Service quality as a competitive differentiator for utility companies using call centres to achieve customer satisfaction : a case of Eskom eastern region.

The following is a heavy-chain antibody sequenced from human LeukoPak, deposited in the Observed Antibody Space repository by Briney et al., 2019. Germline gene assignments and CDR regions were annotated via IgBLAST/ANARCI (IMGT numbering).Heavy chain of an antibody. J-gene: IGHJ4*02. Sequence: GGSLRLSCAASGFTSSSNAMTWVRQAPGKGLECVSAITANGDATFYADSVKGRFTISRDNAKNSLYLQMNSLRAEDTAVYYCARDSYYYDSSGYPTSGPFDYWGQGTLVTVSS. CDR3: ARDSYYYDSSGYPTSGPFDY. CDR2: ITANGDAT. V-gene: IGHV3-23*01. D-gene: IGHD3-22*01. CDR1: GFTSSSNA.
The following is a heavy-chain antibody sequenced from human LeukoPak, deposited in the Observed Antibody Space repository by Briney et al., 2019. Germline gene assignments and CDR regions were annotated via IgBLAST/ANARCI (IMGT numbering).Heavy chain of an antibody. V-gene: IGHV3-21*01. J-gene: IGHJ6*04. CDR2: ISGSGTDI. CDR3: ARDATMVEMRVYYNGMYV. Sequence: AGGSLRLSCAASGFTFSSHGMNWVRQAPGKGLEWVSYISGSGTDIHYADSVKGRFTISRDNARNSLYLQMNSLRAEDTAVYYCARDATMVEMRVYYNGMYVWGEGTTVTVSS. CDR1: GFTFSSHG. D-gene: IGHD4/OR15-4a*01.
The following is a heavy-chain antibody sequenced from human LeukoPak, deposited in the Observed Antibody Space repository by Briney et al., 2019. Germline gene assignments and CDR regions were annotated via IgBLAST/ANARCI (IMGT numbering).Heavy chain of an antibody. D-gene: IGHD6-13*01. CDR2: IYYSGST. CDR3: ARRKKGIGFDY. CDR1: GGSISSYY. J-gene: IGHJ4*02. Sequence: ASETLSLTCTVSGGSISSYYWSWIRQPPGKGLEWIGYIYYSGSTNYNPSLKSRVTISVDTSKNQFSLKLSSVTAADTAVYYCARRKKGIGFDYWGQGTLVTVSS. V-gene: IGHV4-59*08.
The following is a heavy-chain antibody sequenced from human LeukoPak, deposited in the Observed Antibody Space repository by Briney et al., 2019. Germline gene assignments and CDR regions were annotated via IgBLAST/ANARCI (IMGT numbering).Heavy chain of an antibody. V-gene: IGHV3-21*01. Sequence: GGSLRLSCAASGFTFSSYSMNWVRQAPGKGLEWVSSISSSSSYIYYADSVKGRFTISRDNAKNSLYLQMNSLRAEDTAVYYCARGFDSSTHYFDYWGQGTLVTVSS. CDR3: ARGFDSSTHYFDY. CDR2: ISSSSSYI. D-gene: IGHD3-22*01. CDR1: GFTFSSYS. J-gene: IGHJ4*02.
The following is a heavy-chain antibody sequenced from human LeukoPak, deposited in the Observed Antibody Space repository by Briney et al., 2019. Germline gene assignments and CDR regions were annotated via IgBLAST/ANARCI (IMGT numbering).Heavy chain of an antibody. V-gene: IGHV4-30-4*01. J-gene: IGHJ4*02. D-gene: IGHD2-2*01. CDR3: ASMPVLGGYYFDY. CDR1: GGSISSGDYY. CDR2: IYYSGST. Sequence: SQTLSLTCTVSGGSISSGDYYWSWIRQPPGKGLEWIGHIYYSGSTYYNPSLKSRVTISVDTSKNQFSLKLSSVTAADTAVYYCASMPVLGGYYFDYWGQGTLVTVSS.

ESKOM is the Electricity Supply Commission, a South African utility company that provides electricity to South Africa. The Group's principal activity includes generation, transmission of electricity to industrial, mining, commercial, agricultural and residential customers and distributors. Eskom services a customer base well in excess of 3 million. In the past years Eskom had a few hundred thousand customers and as such had a customer service model that relied on face-to-face contact with all its customers. Customers enjoyed coming into an Eskom office for a chat when they paid their accounts, and had other electricity related queries. Five years ago their customer base had grown to approximately 3 million and it was obvious that Eskom could not continue with that model. South Africa had come out of the apartheid isolation and Eskom realised that they were very uncompetitive. Faced with this growth, improving customer satisfaction and ways to deliver service became critical questions. It became clear as well that customer acquisition and retention are important and will even be more so in a future deregulated electricity supply industry. The Group had to come with creative solutions to questions presented by these challenges. The utilization of call centres to address customer service delivery, customer satisfaction, as well as means to remaining competitive in the new millennium is the route that ESKOM has taken to address these key questions. Hence the basis for the study is to investigate the effectiveness of call centres as tools to offer service delivery and customer satisfaction. The focus of the study was located at the Shelley Beach Area Office; wherein it was apparent that the customers in this zone were not using the call centre to address their queries rather opted to visit the area office personally. The study then aimed to discover the cause of this, and how it could be curtailed, as the office was not as sufficiently equipped to deal with the vast number of queries that descended on them in this manner. The findings of the study will chart a way in unraveling the extent of the problem of people not using call centres, also will uncover the underlying factors that sustains this behaviour. It will also help in identifying what needs to be done to discourage this trend. The effectiveness of call centers has, however been found to differ between rural, urban and semi-urban areas. Call centers appeared to be more effective in urban areas, where supporting infrastructure (telephones) is readily available than in rural areas with limited access to telephones. It was noted that in rural areas mostly access to the telephone was limited in comparison to semi-urban and urban areas. Now, 7% of rural households have landline phones, up from 6% in 1994. The level of awareness of the call centre in these areas was also a point of concern. Up to 70% of people in rural areas were not aware of the existence of the call centre. In contrast to 76,8% in urban areas who were aware of its existence. Another factor, that influenced the use of call centres or lack thereof, was the degree of satisfaction, received from call centre service. Despite these concerns, the rural infrastructural development will see the increase in telecommunication in rural areas. The heightened awareness of existence of call centres and the service they provide will modify the rampant tendency of customers in Shelley Office area to descend in that office in their numbers. While the study's recommendations are not prescriptive, however they provide necessary information relevant for decisive intervention by management. It offers guidelines as to what could be done.